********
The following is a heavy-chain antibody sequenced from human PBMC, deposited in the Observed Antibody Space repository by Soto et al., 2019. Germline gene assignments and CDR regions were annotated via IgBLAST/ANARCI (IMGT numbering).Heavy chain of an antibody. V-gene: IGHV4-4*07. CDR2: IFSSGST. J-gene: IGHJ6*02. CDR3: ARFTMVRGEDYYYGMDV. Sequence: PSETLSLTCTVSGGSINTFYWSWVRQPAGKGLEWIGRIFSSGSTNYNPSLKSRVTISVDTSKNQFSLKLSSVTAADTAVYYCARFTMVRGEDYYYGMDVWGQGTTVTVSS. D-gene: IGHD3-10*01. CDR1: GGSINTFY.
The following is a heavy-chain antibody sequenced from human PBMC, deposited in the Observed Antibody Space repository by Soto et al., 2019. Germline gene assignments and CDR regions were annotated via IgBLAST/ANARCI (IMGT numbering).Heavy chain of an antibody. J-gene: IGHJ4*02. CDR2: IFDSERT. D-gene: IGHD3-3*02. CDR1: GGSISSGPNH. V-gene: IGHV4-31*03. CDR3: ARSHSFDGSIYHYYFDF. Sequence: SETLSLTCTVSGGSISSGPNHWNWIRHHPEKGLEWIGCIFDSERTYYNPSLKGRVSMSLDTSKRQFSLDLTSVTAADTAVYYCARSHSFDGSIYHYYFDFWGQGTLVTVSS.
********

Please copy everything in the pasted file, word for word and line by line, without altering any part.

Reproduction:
The following is a heavy-chain antibody sequenced from human PBMC, deposited in the Observed Antibody Space repository by Soto et al., 2019. Germline gene assignments and CDR regions were annotated via IgBLAST/ANARCI (IMGT numbering).Heavy chain of an antibody. V-gene: IGHV4-4*07. CDR2: IFSSGST. J-gene: IGHJ6*02. CDR3: ARFTMVRGEDYYYGMDV. Sequence: PSETLSLTCTVSGGSINTFYWSWVRQPAGKGLEWIGRIFSSGSTNYNPSLKSRVTISVDTSKNQFSLKLSSVTAADTAVYYCARFTMVRGEDYYYGMDVWGQGTTVTVSS. D-gene: IGHD3-10*01. CDR1: GGSINTFY.
The following is a heavy-chain antibody sequenced from human PBMC, deposited in the Observed Antibody Space repository by Soto et al., 2019. Germline gene assignments and CDR regions were annotated via IgBLAST/ANARCI (IMGT numbering).Heavy chain of an antibody. J-gene: IGHJ4*02. CDR2: IFDSERT. D-gene: IGHD3-3*02. CDR1: GGSISSGPNH. V-gene: IGHV4-31*03. CDR3: ARSHSFDGSIYHYYFDF. Sequence: SETLSLTCTVSGGSISSGPNHWNWIRHHPEKGLEWIGCIFDSERTYYNPSLKGRVSMSLDTSKRQFSLDLTSVTAADTAVYYCARSHSFDGSIYHYYFDFWGQGTLVTVSS.